Denying Relief Would Render Guarantee To Life A Mere Farce: Karnataka HC Allows Family To Alienate Property Already Notified For Acquisition
The Karnataka High Court has allowed a family to alienate a part of their property which was already notified for acquisition.
The Bench of Justice Krishna S Dixit observed that “...In the exceptional circumstances of this case, denying relief to terminally ailing citizens, especially when their property in question is the only means of holding the body & soul together, by securing medical treatment, would render the constitutional guarantee to life a mere farce.”
“To put it in the words of late Antonin Scalia of U.S. Supreme Court, the Constitution will be nothing more than a ‘parchment guarantee’. Therefore, petitioners need to be permitted to alienate or encumber a reasonable portion of the property that is still in the initial process of acquisition so that they can keep their life boat afloat.” the bench further added.
Advocate Gireesha Kodgi appeared for the petitioners and AGA R. Srinivasa appeared for the respondent.
In this case, five members of the family approached the High Court seeking permission to alienate their property which was notified for acquisition under the Karnataka Industrial Areas Development Act. The petitioner and her two sons are suffering from cancer. The family needed funds for medical treatment and this property was the only source of income for them.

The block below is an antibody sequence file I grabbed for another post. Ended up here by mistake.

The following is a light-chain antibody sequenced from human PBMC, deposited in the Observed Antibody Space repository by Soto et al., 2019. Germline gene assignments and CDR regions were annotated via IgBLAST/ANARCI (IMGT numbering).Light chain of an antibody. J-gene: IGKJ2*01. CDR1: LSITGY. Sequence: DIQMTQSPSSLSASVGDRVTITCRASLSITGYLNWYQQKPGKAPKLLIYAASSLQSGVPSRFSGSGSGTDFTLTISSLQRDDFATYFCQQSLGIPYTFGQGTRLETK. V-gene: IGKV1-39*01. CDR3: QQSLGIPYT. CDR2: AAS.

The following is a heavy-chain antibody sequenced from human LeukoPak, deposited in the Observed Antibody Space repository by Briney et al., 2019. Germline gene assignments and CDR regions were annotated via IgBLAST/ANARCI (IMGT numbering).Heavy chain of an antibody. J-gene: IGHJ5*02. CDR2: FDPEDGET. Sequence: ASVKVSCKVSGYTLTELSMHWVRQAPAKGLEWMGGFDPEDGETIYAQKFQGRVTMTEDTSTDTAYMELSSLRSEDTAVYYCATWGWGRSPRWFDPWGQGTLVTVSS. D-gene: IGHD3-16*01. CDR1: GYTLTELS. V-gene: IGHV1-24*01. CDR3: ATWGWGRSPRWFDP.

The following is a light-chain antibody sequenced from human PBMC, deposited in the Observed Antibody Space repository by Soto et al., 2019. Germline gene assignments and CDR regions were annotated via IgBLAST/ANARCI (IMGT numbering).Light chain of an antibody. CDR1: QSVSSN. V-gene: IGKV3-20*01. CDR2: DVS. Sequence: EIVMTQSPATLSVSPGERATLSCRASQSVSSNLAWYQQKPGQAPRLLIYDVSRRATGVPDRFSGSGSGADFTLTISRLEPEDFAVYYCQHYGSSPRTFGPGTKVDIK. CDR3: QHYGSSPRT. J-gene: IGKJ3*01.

The Counsel for the respondent- Karnataka Industrial Areas Development Board (KIADB) submitted that the acquisition process was delayed due to disputes with other property owners and the buyers of the property would have the right to claim compensation when the acquisition is completed.
The High Court said that once the land was put in acquisition process by the issuance of Preliminary Notification, no transaction to the prejudice of acquisition could be entered into by the owners.
The High Court, ruling in favour of the petitioners, remarked that “Where the life of citizen depends upon a certain property and the same is being taken away in an acquisition process though lawfully launched, the delayed accomplishment of the said process and the delay that would eventually brooked in the payment of compensation till such accomplishment happens, in the given circumstances of the case, would metaphorically amount to taking away the ‘oxygen mask’ from the gasping patient in the Intensive Care Unit (ICU).”
Accordingly, the writ petition was allowed.
Cause Title- T.G Shanthamma & Ors. V. The State of Karnataka